WED: Ghanaians urged to protect environment for greener, safer, better future

WED: Ghanaians urged to protect environment for greener, safer, better future

Ghana yesterday commemorated World Environ­ment Day to press home the need to adopt sustainable land management practices to protect the planet for greener, safer and better future for all.

The day is celebrated every year on June 5, and aims at raising awareness and celebrating envi­ronmental action, with a focus this year on “land restoration, desertifi­cation and drought resilience”.

This year’s global event, hosted by the Kingdom of Saudi Arabia, highlights the pioneering efforts made by nations towards the UN Decade on Ecosystem Restoration (2021-2030).

The Minister of Environment, Science, Technology and Innova­tion (MESTI), Ophelia Mensah Hayford, called on Ghanaians to prioritise environmental preserva­tion.

“Let us unite in our efforts to safeguard the environment and leave behind a legacy of environ­mental stewardship for generations to come,” she said in a statement issued in Accra yesterday.

The ministry emphasised the critical need for collective action to protect the earth for future gen­erations through efforts including restoring degraded landscapes, combating desertification, and building resilience to drought.

AGNES OWUSU reported that Ghanaians had been urged to adopt eco-friendly farming practic­es in order to ensure sustainability of the environment to boost the economy.

The Head of Environmental Chemistry and Sanitation Engi­neering Division of the Council for Scientific and Industrial Research (CSIR), Dr Kwadwo An­song Asante, who gave the advice, said it would help ensure food security and improve the standard of living of citizens in the country.

Speaking at a forum organised by the Media Foundation for West Africa (MFWA) in Accra yester­day in commemoration of this year’s World Environment Day, Dr Asante advocated the use of natural ways to grow crops in order to protect nature and keep the soil healthy.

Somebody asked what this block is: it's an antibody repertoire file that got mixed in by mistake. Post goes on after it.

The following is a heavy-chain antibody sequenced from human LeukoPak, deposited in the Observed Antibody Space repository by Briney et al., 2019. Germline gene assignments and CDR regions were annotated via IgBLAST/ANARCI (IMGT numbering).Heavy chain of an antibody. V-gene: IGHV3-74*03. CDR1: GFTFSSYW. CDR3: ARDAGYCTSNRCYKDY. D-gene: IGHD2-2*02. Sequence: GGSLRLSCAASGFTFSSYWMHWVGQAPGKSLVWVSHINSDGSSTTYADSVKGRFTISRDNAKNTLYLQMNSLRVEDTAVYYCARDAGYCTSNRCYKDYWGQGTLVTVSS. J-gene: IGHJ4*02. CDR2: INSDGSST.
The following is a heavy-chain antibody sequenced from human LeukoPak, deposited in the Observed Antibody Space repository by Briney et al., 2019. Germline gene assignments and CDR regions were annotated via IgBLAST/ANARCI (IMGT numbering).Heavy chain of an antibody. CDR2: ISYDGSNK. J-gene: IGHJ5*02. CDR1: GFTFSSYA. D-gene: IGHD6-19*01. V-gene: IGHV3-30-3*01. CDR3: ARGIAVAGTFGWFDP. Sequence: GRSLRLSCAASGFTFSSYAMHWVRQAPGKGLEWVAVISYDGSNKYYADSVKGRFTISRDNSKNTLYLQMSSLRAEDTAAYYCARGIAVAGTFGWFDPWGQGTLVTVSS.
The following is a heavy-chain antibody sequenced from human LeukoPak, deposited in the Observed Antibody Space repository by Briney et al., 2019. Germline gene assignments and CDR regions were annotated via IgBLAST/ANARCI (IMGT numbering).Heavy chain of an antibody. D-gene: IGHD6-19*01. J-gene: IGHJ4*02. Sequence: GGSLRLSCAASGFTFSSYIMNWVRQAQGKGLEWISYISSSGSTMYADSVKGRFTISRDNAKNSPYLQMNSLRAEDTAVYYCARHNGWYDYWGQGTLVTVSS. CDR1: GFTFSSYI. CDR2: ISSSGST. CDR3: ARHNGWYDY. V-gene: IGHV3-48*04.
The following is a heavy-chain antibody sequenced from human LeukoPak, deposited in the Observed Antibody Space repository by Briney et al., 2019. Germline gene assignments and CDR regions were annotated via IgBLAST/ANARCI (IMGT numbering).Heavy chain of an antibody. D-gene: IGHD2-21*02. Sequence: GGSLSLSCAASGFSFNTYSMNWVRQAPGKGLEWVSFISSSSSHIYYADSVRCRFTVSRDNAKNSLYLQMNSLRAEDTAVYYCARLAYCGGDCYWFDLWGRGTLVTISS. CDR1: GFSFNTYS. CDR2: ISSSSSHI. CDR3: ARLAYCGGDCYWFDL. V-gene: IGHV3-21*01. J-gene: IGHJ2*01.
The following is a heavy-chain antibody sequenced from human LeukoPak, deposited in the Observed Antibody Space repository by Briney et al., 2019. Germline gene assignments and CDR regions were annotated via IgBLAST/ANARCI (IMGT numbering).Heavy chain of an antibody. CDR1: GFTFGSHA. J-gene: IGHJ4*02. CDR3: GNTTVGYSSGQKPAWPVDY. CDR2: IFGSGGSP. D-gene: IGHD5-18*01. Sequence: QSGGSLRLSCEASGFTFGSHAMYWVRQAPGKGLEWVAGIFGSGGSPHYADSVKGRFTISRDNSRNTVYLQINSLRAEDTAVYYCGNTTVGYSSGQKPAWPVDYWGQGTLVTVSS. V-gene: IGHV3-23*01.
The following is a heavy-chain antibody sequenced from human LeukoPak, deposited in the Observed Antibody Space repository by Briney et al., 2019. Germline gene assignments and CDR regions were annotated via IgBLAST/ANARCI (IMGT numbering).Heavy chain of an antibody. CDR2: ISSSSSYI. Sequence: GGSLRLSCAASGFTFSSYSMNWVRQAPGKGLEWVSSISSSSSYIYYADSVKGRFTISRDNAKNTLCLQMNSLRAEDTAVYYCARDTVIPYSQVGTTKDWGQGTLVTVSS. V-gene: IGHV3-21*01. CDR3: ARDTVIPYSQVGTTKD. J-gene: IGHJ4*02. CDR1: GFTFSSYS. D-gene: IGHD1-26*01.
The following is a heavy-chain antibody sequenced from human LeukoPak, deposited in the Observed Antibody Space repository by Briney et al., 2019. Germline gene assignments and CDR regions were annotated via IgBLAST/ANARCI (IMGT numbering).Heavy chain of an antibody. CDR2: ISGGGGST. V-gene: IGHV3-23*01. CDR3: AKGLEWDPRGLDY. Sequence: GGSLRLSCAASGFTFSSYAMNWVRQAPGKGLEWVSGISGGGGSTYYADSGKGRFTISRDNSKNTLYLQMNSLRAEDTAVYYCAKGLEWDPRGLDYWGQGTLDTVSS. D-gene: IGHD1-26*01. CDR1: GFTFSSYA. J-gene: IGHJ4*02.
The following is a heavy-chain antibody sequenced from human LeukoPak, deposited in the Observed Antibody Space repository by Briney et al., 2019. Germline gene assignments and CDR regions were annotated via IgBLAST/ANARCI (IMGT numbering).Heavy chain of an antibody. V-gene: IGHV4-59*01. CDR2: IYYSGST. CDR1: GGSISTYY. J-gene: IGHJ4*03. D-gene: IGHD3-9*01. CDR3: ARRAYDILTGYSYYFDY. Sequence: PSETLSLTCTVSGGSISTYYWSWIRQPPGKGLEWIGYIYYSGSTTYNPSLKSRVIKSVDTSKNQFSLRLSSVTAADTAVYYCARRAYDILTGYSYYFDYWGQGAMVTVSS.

Dr Asante said that sustainable practices sought to reduce depen­dency on chemical inputs, which could be harmful to both the envi­ronment and human health, hence the need to adopt it.

“Conventional farming practices often lead to soil degradation and deforestation, which exacerbate climate change. It is imperative that we shift towards more sustainable methods to safeguard our environ­ment for future generations,” he said.

Mr Asante noted that the use of chemicals in farming practices contributed to the deterioration of food quality and hastened its decay.

The Board Chairman of A Rocha Ghana, Professor Alfred Oteng-Yeboah, said many farmers were not aware of sustainable practices or lacked the skills to implement them.

The Executive Director of MFWA, Suleman Braimah, in a speech read on his behalf, said that there was the need for collab­orated efforts to help promote agroecology.

CECILIA LAGBA YADA re­ported from an exhibition held to mark the Day that the Executive Director of Environmental Pro­tection Agency (EPA), Mr John Krugu, advocated the develop­ment of holistic solutions to make the environment sustainable.

He said state institutions, academic institutions and local communities should work together by sharing knowledge, resources and best practices to curb environ­mental challenges.

He said Land degradation, driven by unsustainable practices and ex­acerbated by climate change, posed a significant threat to ecosystems and human livelihoods.

He said desertification and drought were not only environ­mental issues but also socio-eco­nomic crisis that impacted millions of people worldwide, especially in the most vulnerable regions.


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